Cornucopia just updated its organic dairy scorecard, which ranks every brand in the country—large and small—based on their ethical approach to their milk production. It contains 107 organic brands covering fluid milk, yogurt, cheese, butter, and ice cream.

"We have encouraged our 900,000 members and collaborators to use Cornucopia's research when making their purchasing decisions for organic dairy products,” said Ronnie Cummins, director of the Organic Consumers Association (OCA). In the past, OCA has called on its membership to boycott the Horizon brand and milk produced by Aurora Dairy, the nation's largest manufacturer of private-label organic milk.

"We are carefully examining Cornucopia's new findings and are likely to ramp up our pressure campaign to force these bad actors to change their business models or to exit the industry," Cummins added.

The good news for consumers, according to the Cornucopia study, is that 85 percent of all name-brand marketers are respecting both the letter and spirit of the federal organic law.

Besides farmers concerned with their livelihoods, consumers have also voiced dissatisfaction with the USDA's lack of enforcement by the alleged organic scofflaws.

A growing body of scientific literature clearly indicates that legitimately produced organic milk, from pasture-based animals, offers distinct nutritional advantages. This year Newcastle University reported that milk from grazing cows on organic farms contains significantly higher amounts of beneficial fatty acids, antioxidants, and vitamins.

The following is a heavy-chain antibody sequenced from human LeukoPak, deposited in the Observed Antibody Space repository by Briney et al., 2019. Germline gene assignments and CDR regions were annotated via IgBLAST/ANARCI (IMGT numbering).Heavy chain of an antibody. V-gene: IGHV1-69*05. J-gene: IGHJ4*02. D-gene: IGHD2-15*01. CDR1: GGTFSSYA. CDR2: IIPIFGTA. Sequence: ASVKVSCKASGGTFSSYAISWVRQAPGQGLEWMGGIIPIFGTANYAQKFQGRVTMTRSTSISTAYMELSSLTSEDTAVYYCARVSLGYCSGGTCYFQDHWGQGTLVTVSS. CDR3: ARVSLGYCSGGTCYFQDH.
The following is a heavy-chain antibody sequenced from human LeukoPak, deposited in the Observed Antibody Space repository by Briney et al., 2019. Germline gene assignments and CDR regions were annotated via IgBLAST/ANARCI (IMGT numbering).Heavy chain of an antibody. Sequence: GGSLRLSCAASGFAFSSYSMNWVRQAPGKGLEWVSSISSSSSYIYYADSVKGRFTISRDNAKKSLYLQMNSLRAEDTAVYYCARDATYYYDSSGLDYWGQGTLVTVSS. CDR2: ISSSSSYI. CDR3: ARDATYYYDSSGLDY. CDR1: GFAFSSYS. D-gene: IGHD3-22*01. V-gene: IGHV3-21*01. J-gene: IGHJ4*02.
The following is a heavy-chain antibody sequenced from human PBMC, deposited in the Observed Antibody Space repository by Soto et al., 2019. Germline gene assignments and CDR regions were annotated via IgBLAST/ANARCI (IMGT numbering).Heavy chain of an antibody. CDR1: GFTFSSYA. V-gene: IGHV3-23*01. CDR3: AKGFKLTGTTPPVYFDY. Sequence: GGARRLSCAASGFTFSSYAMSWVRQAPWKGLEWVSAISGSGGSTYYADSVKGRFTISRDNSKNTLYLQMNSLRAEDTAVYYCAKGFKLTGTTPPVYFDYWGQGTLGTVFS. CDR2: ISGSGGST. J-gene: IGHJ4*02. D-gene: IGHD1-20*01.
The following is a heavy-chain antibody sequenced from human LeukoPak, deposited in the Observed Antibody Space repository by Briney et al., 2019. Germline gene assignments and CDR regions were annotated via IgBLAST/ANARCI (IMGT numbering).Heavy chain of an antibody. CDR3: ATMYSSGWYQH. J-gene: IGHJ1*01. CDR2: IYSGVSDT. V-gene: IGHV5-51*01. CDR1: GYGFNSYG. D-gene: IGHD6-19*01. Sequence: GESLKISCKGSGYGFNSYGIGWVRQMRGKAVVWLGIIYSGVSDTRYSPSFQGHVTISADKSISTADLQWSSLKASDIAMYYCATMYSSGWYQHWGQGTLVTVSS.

According to Gillian Butler, livestock project manager for the Newcastle University study, their research “clearly shows that on organic farms, letting cows graze naturally, using forage-based diet, is the most important reason for the differences in the composition between organic and conventional milk.”

"I know I'm not the only consumer who would feel ripped off to know that when I spend extra money on organic milk for my family that it comes from giant factory farms," said Andrea Rae of San Diego, Calif.

The Cornucopia Institute’s updated organic dairy survey and scorecard can be found at www.cornucopia.org. And photo galleries containing images of the Rockview and Shamrock factory farm dairies can also be viewed on the Cornucopia web page.


Andrei Codrescu: After the Bailout

(Heard this on NPR's All Things Considered and loved it. -HW)

I was sharpening my chain saw when they called me from Washington, D.C., to ask me how to fix the economy.